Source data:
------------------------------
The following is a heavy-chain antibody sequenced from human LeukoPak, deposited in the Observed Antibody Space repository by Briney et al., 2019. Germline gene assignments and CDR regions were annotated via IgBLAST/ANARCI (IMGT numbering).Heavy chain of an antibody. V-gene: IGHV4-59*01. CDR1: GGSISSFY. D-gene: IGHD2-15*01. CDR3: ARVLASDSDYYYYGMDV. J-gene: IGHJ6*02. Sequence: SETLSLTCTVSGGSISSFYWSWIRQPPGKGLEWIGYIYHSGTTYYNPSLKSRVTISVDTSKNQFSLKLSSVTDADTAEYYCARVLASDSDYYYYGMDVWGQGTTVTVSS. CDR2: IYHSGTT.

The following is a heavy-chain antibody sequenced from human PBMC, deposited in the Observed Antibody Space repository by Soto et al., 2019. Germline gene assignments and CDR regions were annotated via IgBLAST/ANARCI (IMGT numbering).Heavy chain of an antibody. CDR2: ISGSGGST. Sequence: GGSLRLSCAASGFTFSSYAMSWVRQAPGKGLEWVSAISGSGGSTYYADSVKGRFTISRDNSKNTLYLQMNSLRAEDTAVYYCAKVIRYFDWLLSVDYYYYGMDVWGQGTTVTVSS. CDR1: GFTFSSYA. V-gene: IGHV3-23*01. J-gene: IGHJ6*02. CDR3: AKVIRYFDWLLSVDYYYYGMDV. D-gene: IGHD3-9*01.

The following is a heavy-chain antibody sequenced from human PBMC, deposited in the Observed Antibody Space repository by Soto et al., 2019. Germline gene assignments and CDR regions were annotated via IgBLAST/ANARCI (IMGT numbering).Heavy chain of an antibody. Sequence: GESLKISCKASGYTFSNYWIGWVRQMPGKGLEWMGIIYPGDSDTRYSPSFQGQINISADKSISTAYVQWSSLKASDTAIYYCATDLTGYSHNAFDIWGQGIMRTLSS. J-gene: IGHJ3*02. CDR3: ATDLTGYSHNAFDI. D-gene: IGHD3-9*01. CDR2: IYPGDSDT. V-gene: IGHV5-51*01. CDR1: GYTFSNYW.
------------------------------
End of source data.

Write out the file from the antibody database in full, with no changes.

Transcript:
The following is a heavy-chain antibody sequenced from human LeukoPak, deposited in the Observed Antibody Space repository by Briney et al., 2019. Germline gene assignments and CDR regions were annotated via IgBLAST/ANARCI (IMGT numbering).Heavy chain of an antibody. V-gene: IGHV4-59*01. CDR1: GGSISSFY. D-gene: IGHD2-15*01. CDR3: ARVLASDSDYYYYGMDV. J-gene: IGHJ6*02. Sequence: SETLSLTCTVSGGSISSFYWSWIRQPPGKGLEWIGYIYHSGTTYYNPSLKSRVTISVDTSKNQFSLKLSSVTDADTAEYYCARVLASDSDYYYYGMDVWGQGTTVTVSS. CDR2: IYHSGTT.

The following is a heavy-chain antibody sequenced from human PBMC, deposited in the Observed Antibody Space repository by Soto et al., 2019. Germline gene assignments and CDR regions were annotated via IgBLAST/ANARCI (IMGT numbering).Heavy chain of an antibody. CDR2: ISGSGGST. Sequence: GGSLRLSCAASGFTFSSYAMSWVRQAPGKGLEWVSAISGSGGSTYYADSVKGRFTISRDNSKNTLYLQMNSLRAEDTAVYYCAKVIRYFDWLLSVDYYYYGMDVWGQGTTVTVSS. CDR1: GFTFSSYA. V-gene: IGHV3-23*01. J-gene: IGHJ6*02. CDR3: AKVIRYFDWLLSVDYYYYGMDV. D-gene: IGHD3-9*01.

The following is a heavy-chain antibody sequenced from human PBMC, deposited in the Observed Antibody Space repository by Soto et al., 2019. Germline gene assignments and CDR regions were annotated via IgBLAST/ANARCI (IMGT numbering).Heavy chain of an antibody. Sequence: GESLKISCKASGYTFSNYWIGWVRQMPGKGLEWMGIIYPGDSDTRYSPSFQGQINISADKSISTAYVQWSSLKASDTAIYYCATDLTGYSHNAFDIWGQGIMRTLSS. J-gene: IGHJ3*02. CDR3: ATDLTGYSHNAFDI. D-gene: IGHD3-9*01. CDR2: IYPGDSDT. V-gene: IGHV5-51*01. CDR1: GYTFSNYW.